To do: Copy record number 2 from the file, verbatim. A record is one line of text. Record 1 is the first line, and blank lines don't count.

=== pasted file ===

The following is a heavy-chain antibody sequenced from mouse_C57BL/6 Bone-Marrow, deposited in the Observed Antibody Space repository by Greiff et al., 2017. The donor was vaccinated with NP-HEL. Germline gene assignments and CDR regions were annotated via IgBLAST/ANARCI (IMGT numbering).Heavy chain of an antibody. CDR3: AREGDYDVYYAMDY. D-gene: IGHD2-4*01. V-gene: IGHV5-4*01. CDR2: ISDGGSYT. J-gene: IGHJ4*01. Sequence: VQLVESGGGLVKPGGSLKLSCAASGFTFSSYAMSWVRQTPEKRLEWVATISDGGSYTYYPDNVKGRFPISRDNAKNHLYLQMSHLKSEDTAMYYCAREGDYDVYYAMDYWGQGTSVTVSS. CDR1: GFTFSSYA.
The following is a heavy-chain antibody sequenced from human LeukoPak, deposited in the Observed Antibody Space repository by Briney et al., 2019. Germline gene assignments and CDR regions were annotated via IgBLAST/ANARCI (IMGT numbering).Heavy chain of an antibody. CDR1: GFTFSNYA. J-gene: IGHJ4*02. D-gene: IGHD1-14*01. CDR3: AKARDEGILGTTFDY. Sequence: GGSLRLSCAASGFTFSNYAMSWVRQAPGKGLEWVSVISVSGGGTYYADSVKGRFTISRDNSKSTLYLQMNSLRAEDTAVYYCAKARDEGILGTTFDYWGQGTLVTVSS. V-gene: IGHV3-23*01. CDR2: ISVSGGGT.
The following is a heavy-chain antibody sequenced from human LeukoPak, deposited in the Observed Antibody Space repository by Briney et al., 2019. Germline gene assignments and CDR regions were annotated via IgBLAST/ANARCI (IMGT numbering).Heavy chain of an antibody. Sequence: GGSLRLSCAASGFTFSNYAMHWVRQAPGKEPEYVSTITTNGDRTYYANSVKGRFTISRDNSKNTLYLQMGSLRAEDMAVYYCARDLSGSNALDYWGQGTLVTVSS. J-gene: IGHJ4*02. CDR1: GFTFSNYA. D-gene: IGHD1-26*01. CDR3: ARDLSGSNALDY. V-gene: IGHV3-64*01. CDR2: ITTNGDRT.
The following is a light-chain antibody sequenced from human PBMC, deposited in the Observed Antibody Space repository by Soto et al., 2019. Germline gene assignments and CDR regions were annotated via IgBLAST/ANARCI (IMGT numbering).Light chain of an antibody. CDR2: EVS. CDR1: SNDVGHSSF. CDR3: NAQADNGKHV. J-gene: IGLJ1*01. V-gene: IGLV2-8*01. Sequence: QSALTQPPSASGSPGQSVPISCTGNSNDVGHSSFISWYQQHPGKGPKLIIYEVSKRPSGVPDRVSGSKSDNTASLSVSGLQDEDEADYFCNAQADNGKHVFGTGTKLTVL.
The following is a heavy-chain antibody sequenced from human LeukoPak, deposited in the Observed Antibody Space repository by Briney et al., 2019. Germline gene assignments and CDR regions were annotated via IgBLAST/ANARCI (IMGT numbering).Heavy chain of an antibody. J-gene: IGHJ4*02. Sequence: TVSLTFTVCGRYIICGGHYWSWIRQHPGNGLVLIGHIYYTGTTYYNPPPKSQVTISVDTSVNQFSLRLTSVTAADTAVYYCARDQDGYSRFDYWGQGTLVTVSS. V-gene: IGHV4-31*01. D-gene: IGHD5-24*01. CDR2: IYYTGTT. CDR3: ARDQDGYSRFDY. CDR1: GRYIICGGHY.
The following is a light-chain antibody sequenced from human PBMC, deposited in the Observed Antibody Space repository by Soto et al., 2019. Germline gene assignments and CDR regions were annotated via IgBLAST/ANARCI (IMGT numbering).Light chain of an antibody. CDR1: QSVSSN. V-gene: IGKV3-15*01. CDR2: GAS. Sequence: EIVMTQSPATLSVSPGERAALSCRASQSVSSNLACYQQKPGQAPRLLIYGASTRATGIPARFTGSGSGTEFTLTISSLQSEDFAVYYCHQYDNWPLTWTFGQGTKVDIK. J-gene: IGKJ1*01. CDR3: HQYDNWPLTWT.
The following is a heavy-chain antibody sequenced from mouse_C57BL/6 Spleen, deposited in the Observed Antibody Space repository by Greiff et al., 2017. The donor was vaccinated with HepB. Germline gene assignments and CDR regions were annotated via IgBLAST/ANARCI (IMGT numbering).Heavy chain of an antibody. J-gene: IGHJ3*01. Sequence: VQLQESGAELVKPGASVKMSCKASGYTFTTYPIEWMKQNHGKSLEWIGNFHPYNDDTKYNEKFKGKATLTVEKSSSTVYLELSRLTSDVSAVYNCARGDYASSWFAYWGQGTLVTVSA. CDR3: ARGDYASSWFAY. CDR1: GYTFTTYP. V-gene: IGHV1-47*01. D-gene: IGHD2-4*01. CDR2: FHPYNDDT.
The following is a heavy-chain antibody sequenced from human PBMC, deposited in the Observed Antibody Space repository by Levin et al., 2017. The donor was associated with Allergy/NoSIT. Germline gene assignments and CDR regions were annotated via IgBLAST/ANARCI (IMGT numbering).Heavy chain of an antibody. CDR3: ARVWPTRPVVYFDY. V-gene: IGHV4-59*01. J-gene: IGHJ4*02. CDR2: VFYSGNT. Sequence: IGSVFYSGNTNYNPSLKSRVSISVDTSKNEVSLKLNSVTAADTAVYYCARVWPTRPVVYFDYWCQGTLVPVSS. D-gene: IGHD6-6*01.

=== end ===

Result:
The following is a heavy-chain antibody sequenced from human LeukoPak, deposited in the Observed Antibody Space repository by Briney et al., 2019. Germline gene assignments and CDR regions were annotated via IgBLAST/ANARCI (IMGT numbering).Heavy chain of an antibody. CDR1: GFTFSNYA. J-gene: IGHJ4*02. D-gene: IGHD1-14*01. CDR3: AKARDEGILGTTFDY. Sequence: GGSLRLSCAASGFTFSNYAMSWVRQAPGKGLEWVSVISVSGGGTYYADSVKGRFTISRDNSKSTLYLQMNSLRAEDTAVYYCAKARDEGILGTTFDYWGQGTLVTVSS. V-gene: IGHV3-23*01. CDR2: ISVSGGGT.